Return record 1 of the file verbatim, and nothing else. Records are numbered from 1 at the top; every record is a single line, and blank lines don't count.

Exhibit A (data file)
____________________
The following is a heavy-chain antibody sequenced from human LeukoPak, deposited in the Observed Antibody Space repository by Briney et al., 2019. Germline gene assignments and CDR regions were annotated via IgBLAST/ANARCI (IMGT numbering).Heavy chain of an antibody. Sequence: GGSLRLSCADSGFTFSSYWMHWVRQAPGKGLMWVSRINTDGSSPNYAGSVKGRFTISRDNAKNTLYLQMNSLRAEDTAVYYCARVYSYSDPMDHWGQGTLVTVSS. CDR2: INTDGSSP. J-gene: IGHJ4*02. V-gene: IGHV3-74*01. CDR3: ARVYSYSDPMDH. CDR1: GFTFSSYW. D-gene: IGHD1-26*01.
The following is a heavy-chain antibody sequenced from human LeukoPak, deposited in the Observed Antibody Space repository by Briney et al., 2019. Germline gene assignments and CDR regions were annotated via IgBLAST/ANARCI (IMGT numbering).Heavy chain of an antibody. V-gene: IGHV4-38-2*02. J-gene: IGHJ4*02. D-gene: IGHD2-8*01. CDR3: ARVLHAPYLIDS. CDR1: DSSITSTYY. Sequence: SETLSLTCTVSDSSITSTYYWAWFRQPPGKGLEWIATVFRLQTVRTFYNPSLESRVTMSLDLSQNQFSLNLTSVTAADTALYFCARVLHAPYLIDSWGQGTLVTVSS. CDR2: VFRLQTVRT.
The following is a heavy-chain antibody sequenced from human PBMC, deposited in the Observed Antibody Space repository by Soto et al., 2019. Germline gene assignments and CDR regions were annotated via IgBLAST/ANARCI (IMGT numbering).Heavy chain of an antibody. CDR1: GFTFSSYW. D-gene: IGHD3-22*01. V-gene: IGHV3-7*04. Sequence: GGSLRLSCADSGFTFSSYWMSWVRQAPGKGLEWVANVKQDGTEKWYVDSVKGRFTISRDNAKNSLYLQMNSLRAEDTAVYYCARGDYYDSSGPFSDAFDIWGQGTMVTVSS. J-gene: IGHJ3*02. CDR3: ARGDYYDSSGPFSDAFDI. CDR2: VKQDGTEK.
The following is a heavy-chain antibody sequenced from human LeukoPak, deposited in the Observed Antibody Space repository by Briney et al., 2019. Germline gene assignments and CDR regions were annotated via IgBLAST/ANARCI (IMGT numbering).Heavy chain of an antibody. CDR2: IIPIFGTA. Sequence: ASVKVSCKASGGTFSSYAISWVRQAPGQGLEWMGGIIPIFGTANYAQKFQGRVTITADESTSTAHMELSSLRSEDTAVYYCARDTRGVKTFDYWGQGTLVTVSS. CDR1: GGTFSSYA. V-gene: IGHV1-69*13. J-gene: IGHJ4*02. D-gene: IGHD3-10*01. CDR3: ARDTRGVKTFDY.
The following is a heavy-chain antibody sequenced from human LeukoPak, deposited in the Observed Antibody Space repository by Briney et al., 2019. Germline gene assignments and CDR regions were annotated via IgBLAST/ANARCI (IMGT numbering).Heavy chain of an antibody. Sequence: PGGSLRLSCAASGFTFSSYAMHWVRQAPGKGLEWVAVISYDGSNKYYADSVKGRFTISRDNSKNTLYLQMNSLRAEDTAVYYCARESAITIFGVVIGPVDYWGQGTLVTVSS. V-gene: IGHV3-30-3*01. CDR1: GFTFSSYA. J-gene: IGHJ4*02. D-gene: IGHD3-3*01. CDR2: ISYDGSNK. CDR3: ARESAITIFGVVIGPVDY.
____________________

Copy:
The following is a heavy-chain antibody sequenced from human LeukoPak, deposited in the Observed Antibody Space repository by Briney et al., 2019. Germline gene assignments and CDR regions were annotated via IgBLAST/ANARCI (IMGT numbering).Heavy chain of an antibody. Sequence: GGSLRLSCADSGFTFSSYWMHWVRQAPGKGLMWVSRINTDGSSPNYAGSVKGRFTISRDNAKNTLYLQMNSLRAEDTAVYYCARVYSYSDPMDHWGQGTLVTVSS. CDR2: INTDGSSP. J-gene: IGHJ4*02. V-gene: IGHV3-74*01. CDR3: ARVYSYSDPMDH. CDR1: GFTFSSYW. D-gene: IGHD1-26*01.